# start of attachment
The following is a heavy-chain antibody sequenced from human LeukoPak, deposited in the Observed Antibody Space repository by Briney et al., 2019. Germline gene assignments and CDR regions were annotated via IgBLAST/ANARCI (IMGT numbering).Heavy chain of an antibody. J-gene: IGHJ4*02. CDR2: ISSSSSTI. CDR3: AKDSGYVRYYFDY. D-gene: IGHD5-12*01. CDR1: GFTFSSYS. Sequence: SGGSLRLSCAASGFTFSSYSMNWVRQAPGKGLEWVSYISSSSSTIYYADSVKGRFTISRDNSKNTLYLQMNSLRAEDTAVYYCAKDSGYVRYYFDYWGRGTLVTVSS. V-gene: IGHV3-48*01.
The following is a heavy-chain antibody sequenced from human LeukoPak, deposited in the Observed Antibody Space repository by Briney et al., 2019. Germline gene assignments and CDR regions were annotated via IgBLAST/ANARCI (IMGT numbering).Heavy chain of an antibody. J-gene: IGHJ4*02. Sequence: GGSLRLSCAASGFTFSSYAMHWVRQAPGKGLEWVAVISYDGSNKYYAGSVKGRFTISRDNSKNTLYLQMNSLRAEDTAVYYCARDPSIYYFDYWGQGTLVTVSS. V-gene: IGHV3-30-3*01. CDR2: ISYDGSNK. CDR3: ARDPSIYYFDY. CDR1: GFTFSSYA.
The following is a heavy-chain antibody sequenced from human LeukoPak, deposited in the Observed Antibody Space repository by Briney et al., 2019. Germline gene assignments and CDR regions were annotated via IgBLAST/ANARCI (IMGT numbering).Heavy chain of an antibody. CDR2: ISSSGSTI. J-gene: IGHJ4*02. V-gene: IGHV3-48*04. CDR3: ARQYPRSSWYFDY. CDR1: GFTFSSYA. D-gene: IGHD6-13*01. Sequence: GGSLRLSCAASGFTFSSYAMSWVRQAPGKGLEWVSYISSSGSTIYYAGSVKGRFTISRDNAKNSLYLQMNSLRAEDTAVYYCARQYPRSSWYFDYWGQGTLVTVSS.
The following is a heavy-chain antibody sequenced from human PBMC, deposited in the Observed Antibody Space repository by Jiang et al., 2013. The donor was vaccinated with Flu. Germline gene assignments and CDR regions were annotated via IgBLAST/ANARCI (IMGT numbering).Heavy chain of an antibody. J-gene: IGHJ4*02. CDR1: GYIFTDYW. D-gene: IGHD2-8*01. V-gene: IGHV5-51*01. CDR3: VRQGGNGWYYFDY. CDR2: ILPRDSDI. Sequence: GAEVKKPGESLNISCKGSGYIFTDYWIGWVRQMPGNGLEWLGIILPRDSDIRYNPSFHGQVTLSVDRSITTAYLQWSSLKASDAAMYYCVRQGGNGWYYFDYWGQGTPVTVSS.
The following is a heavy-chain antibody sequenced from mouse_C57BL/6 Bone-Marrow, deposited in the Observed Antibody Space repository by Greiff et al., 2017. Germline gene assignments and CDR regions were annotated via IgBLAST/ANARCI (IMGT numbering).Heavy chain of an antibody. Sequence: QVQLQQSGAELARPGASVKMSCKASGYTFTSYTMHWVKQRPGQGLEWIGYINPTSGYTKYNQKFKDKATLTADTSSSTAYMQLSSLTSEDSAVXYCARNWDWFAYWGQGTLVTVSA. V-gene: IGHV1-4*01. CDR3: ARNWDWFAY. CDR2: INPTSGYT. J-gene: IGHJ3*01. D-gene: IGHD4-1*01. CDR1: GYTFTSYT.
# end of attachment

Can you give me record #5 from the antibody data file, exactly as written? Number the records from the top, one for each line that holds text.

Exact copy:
The following is a heavy-chain antibody sequenced from mouse_C57BL/6 Bone-Marrow, deposited in the Observed Antibody Space repository by Greiff et al., 2017. Germline gene assignments and CDR regions were annotated via IgBLAST/ANARCI (IMGT numbering).Heavy chain of an antibody. Sequence: QVQLQQSGAELARPGASVKMSCKASGYTFTSYTMHWVKQRPGQGLEWIGYINPTSGYTKYNQKFKDKATLTADTSSSTAYMQLSSLTSEDSAVXYCARNWDWFAYWGQGTLVTVSA. V-gene: IGHV1-4*01. CDR3: ARNWDWFAY. CDR2: INPTSGYT. J-gene: IGHJ3*01. D-gene: IGHD4-1*01. CDR1: GYTFTSYT.